Thursday, April 25, 2013

The Case of the Struggling Artist

The creative life isn't easy. We've all heard stories of starving writers and artists and musicians living in garrets as they try to earn a few pennies from their chosen profession. Year after year after year of hard work without a profit.

But they might have a tax deduction.

Last month I discussed the case of the traveling food critic who couldn't deduct excess writing expenses because his actions showed he wasn't writing to make a profit. But what if he had been and was just unsuccessful?

Consider the case of the struggling artist.

Gloria Churchman trained as an artist and pursued her art regularly and continuously for twenty years. During that time she taught art classes, created paintings and sculptures in a home studio built for that purpose, and kept records of her sales and expenses.

Churchman exhibited her paintings and sculptures at least once a year. She visited commercial art galleries to solicit shows and maintained a mailing list for announcing them. At one point she even opened her own gallery to showcase her work. She also reproduced her art as posters and in books in order to make it more available to the public.

Although Churchman had some income from her artistic activities, she did not have a single profitable year. Yet, in spite of twenty years of losses, the tax judge looked at all the facts and decided that Churchman's art was her business, not her hobby.

Like Maurice Dreicer in last month's post, Churchman spent twenty years incurring expenses that exceeded her income. So why were the results different?

Churchman worked hard at her craft and tried to make money from it, while Dreicer ate his way across several continents looking for ways to spend his inheritance.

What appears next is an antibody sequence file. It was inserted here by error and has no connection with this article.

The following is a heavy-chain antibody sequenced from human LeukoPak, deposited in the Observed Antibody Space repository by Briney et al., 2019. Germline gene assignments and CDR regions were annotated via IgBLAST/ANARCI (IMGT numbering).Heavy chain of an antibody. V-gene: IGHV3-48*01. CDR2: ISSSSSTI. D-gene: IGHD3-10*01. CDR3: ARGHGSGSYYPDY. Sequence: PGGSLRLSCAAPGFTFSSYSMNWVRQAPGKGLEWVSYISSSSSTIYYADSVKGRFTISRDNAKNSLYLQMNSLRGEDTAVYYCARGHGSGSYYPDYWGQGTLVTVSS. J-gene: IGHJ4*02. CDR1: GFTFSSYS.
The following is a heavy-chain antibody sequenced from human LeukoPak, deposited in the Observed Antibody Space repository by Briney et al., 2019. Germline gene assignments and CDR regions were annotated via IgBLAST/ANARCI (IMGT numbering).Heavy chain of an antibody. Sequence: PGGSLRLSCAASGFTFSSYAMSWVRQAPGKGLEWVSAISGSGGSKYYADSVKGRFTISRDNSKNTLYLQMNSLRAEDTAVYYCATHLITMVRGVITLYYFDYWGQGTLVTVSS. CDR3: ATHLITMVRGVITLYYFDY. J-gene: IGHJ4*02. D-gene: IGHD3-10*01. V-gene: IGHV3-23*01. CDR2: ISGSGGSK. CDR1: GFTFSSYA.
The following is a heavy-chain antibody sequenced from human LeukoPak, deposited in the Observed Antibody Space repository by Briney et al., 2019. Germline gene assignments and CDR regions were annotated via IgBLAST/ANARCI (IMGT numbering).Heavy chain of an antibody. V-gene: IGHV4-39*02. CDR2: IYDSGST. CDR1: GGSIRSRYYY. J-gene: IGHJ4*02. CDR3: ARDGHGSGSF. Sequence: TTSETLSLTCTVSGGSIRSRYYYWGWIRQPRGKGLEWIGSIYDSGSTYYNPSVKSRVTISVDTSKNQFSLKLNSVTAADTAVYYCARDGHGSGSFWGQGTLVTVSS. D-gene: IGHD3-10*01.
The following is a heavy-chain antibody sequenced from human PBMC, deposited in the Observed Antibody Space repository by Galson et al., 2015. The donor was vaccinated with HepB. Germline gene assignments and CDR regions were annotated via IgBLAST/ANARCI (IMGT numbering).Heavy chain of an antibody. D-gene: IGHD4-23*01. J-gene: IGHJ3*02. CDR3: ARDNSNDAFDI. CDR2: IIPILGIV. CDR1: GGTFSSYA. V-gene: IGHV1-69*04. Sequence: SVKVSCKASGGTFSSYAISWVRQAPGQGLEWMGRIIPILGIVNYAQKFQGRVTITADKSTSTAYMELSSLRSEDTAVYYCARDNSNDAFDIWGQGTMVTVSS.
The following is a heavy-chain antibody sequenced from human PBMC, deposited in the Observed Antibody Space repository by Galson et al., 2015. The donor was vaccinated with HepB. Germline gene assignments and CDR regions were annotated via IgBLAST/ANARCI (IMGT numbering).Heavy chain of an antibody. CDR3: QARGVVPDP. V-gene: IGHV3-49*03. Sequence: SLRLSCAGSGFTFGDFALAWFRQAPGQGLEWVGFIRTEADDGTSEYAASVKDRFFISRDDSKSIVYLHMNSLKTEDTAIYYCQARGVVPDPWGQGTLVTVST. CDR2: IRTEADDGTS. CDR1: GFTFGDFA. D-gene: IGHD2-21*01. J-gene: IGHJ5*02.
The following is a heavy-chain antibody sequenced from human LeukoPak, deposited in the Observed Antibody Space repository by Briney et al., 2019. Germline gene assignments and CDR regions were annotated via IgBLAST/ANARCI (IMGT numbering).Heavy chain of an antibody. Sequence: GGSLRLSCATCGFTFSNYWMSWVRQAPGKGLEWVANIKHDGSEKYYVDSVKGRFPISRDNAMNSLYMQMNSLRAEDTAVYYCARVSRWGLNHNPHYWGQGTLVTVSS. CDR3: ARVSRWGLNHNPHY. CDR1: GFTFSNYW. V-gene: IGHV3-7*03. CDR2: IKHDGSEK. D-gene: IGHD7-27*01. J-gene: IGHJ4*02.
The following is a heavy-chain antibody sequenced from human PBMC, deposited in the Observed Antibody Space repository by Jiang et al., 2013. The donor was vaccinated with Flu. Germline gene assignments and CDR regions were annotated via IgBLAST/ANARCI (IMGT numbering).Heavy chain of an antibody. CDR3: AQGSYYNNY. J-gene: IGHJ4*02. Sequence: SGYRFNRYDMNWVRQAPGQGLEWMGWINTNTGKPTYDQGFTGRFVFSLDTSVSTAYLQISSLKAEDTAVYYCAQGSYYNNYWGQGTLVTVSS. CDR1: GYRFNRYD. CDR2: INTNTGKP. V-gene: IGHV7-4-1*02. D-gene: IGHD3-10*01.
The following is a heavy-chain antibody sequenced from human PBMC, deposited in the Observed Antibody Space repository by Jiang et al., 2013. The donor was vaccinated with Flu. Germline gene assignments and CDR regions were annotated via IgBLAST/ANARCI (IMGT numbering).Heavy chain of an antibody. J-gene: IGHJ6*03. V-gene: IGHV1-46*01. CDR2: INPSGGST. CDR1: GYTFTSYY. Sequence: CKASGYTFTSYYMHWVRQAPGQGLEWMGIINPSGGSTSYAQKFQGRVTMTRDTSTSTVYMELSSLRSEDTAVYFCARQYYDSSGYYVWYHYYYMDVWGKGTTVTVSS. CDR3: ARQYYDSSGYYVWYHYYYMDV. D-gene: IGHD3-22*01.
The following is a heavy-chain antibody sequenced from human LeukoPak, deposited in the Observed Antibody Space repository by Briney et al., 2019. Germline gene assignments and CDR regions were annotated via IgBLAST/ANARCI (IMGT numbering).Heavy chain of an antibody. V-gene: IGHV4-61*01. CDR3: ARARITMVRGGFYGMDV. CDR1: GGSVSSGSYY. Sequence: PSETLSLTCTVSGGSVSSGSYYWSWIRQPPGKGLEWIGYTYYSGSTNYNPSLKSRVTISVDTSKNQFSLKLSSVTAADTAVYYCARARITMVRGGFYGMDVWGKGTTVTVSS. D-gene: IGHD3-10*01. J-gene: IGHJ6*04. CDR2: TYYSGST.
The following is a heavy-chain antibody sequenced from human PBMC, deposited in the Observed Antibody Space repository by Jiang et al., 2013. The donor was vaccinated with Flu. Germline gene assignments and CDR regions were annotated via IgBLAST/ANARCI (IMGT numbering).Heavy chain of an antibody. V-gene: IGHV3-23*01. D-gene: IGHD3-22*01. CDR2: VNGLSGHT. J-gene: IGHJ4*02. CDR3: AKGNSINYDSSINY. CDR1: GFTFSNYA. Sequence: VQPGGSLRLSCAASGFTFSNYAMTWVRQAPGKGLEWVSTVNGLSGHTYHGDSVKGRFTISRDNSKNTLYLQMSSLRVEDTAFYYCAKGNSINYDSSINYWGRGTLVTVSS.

Hard work doesn't always result in publication or profits, but it can get you a tax deduction.

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Tax season is over, so stay tuned for a change of subject in next month's post on the case of the sneaky cook.

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Kathryn Page Camp is a licensed attorney and full-time writer. Her new book, Writers in Wonderland: Keeping Your Words Legal (KP/PK Publishing 2013), will be available from Amazon on May 1 and is coming soon from other retailers. Kathryn is also the author of In God We Trust: How the Supreme Court's First Amendment Decisions Affect Organized Religion (FaithWalk Publishing 2006) and numerous articles. You can learn more about Kathryn at


  1. Good way of showing the other side of last month's picture and the good example of perseverance.

  2. Every year I think I'll show a big profit, haha. Not so far even though my income increases. Maybe this year. At least I hope I don't have 20 years to go... Thanks, Kathryn.

  3. Unfortunately, most writers struggle for years before they make a profit, if they ever do, but that's the nature of the business. Thanks for your comments.